This obituary is by Margalit Fox
Wild Man Fischer, a mentally ill street musician who became a darling of the pop music industry in the 1960s and as a result enjoyed four decades of strange, intermittent and often ill-fitting celebrity, died Thursday in Los Angeles. He was 66.
The cause was heart failure, said Josh Rubin, a filmmaker whose documentary portrait of Fischer, “dErailRoaDed,” was released in 2005. (The film’s title, taken from one of Fischer’s songs, is a word he coined to describe the radical dislocation he often felt.)
Fischer, whose first name was Larry, had lived with schizophrenia and bipolar disorder since he was a teenager. Since 2004, he had resided in an assisted-living facility for mental patients in Van Nuys, Calif.
Fischer, a singer-songwriter, was sometimes called the grandfather of Outsider music, but he was an outsider even by Outsider standards.
His voice was raspy and very loud. There was little tune to his melodies, and his lyrics had the repetitiveness and seeming simplicity of nursery rhymes. His singing, typically a cappella, was punctuated by vocal effects like hooting, wailing and shouting.
Whether Fischer was a naive genius whose work embodied primal truths, or simply a madman who practiced a musicalized form of ranting, is the subject of continuing debate.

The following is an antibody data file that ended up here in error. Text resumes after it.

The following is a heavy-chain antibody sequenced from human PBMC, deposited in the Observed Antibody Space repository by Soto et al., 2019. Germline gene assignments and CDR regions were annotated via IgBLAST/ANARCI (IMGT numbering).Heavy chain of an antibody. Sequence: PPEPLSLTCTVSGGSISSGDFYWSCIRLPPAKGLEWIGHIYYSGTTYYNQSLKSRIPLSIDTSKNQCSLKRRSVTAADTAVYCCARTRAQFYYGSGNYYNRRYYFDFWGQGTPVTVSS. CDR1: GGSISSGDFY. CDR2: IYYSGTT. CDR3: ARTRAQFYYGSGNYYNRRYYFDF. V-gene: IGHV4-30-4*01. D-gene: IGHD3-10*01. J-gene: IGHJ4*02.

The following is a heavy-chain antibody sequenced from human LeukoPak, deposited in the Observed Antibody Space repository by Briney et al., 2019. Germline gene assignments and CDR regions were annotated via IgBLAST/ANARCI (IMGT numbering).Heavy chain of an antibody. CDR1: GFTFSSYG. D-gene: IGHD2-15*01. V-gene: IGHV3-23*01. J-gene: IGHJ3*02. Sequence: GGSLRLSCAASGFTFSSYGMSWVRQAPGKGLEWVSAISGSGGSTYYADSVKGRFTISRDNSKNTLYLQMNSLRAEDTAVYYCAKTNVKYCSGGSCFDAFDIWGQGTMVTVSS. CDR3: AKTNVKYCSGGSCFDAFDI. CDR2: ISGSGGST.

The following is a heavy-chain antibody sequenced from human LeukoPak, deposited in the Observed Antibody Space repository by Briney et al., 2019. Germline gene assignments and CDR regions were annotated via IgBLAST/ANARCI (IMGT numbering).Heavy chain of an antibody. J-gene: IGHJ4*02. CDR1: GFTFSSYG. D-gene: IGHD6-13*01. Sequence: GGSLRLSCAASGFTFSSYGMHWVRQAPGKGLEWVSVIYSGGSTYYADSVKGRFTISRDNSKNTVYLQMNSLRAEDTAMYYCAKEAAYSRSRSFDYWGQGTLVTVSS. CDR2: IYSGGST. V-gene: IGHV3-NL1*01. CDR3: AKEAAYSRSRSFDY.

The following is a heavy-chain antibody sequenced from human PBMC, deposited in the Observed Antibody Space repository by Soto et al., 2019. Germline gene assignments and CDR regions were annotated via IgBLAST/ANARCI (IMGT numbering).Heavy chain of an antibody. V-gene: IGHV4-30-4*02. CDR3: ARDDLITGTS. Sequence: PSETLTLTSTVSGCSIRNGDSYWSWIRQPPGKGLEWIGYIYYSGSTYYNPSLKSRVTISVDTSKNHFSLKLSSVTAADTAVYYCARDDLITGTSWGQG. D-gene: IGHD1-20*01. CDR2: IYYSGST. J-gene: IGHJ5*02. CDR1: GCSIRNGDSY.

But he attracted — and retains — a cult following, which over time has included well-known figures in the music business. Among them were Frank Zappa, who produced Fischer’s first album; the child actor-turned-musician Bill Mumy; the radio host Dr. Demento; and the singer Rosemary Clooney, with whom Fischer recorded a duet.
Fischer made several albums, toured sporadically and performed occasionally on television, including, in 1968, on “Rowan & Martin’s Laugh-In.”
His best-known song was almost certainly “Merry-Go-Round.” The tune has a faint Caribbean lilt. (In the recording studio, Fischer was often provided with instrumental accompaniment.) The lyrics, on first hearing, can strike the listener as a joke:
Come on, let’s merry-go, MERRY-go, merry-go-round.
Merry-go, MERRY-go, merry-go-round.
In the end, though, the joke — postmodern and self-referential — is on the listener: Once heard, the song circles unremittingly around in the head like a carousel that can never be stilled.
Lawrence Wayne Fischer was born in Los Angeles on Nov. 6, 1944. From his youth on, whenever he was in a manic upswing — a state of intense creative energy he would call the “pep” — songs cascaded out of him.
At 16, after he threatened his mother with a knife, she had him committed to a mental institution. He was committed again a few years later.